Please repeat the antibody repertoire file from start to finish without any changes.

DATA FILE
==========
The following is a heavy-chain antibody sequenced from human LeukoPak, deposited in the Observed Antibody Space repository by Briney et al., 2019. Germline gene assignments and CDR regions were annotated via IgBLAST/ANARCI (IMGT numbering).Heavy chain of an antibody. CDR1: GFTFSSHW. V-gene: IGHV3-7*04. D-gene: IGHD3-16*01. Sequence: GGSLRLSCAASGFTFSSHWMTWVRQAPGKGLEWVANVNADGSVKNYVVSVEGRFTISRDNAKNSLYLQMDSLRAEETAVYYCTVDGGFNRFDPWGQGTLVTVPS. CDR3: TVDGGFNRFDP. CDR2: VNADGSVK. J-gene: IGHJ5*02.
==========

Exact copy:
The following is a heavy-chain antibody sequenced from human LeukoPak, deposited in the Observed Antibody Space repository by Briney et al., 2019. Germline gene assignments and CDR regions were annotated via IgBLAST/ANARCI (IMGT numbering).Heavy chain of an antibody. CDR1: GFTFSSHW. V-gene: IGHV3-7*04. D-gene: IGHD3-16*01. Sequence: GGSLRLSCAASGFTFSSHWMTWVRQAPGKGLEWVANVNADGSVKNYVVSVEGRFTISRDNAKNSLYLQMDSLRAEETAVYYCTVDGGFNRFDPWGQGTLVTVPS. CDR3: TVDGGFNRFDP. CDR2: VNADGSVK. J-gene: IGHJ5*02.